Elsie Shrigley: the Woman Behind the Word Veganism
By Sarah W. Fox, CF Vancouver organizer
Where Are the Women in the Animal Rights Movement?
“Patriarchy is a social system in which males hold primary power and predominate in roles of political leadership, moral authority, social privilege and control of property.”  Sadly throughout history and the history of veganism there are many examples of how patriarchal the vegan and animal rights community is–and how it always has been–excluding of, or hardly mentioning, women who have made huge contributions to both veganism and the animal rights communities.
Who Really Founded the Vegan Society?
Many vegans believe that The Vegan Society was founded by Donald Watson. Watson is associated with veganism to the extent that every social media meme about the definition of veganism denotes him as the one who coined this term. But this is only partly true.
When most of us hear the word “veganism”, and its origins, we think of Donald Watson
Watson is most closely associated with The Vegan Society and is credited with coining the term “vegan”. This was largely because he was first secretary of The Vegan Society and the first ‘editor’ of The Vegan magazine. He continued in these roles for the first two years of the society. What is not mentioned very much in the vegan community is how there were around seven people at the founding meeting at The Attic Club in London in November 1944, including Elsie Shrigley.
The Problematic Pattern of Women Being Excluded from History
Elsie B. Shrigley (October 30 1899 – May 13 1978), also known as Sally Shrigley, was one of the co-founders of the Vegan Society, and it is cited in a various references about Veganism, that it was her and Donald Watson that coined the term “vegan”. Yet any time anyone mentions the original definition, they quote it by Donald Watson. There is hardly to no mention of Shrigley’s name or her involvement in coining the term “vegan” or co-founding the vegan society.
So why was this woman excluded from a very important piece of history? It is likely because nonhuman animal rights activism seems to have a patriarchal dominance, where the voices and contributions of the many women who helped built this movement are largely forgotten, or silenced. This continues to this day as most of the more prominent people given platform in the nonhuman animal rights movement are cisgender men. Trans people (in particular trans women) and nonbinary people also exist in the movement but are even more erased and silenced. This is something that is hugely problematic in the nonhuman animal rights movement. It’s interesting that in a movement that has a large female-identified* presence, that few women are actually acknowledged for their achievements. As Brook Bolen writes, it is estimated that around 3.2 percent (7.3 million Americans) follow a vegetarian diet. Nearly 60 percent are female-identified; just over 40 percent are male-identified. Roughly half a percent, (1 million), follow a vegan diet—where 79% of vegans are female-identified.  So if there are so many female-identified vegans, why do we mostly see vegan men being given the platform? Why are most of the more prominent vegan and animal rights names men?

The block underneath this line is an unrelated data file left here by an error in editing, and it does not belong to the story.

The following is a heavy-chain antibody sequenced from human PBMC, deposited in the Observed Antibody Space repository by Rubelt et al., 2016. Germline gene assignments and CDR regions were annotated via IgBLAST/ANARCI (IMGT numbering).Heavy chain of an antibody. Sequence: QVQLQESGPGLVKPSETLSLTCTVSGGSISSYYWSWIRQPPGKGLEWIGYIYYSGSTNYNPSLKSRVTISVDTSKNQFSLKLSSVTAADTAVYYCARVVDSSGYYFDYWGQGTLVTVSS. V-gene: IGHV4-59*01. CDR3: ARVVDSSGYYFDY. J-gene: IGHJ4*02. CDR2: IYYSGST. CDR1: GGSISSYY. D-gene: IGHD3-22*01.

Is Patriarchy and Sexism an Issue in the Animal Rights Movement?
As a woman and an animal rights activist, I have been in discussions online, and have attended (and organized) many animal rights events where men have ignored my voice, talked over me, or even silenced my voice. And if I say anything, I am often ignored, silenced, mocked, called vulgar names, and even shamed–just for speaking up for myself as a woman, or pointing out sexism. And I’m not some anomaly, as I’ve seen this happen to other women as well. Sadly sexism runs rampant in the animal rights movement with, demonstrating many forms of sexism to protect male power and install female powerlessness. In a social movement, that is 79% women, protecting patriarchy is very damaging to the this movement. Now, more than 70 years later, since Shrigley’s credit seems to be conveniently omitted for her role in founding veganism, we still see the same patterns in this movement. Why should we listen to the voices of women? Because women want to have their voices heard as well, and we also have great ideas to contribute, because it’s also the right thing to do if we claim to truly want justice. It is not just men who come up with brilliant ideas in this world.
So when I heard about Elsie Shrigley I was very interested to know more about her, and her history and what part she played in the founding of The Vegan Society as well as the term, “vegan”. It would seem that she should be equally credited for both. So, here is a short biography of Elsie (Sally) Shrigley, as told by VeggieVision: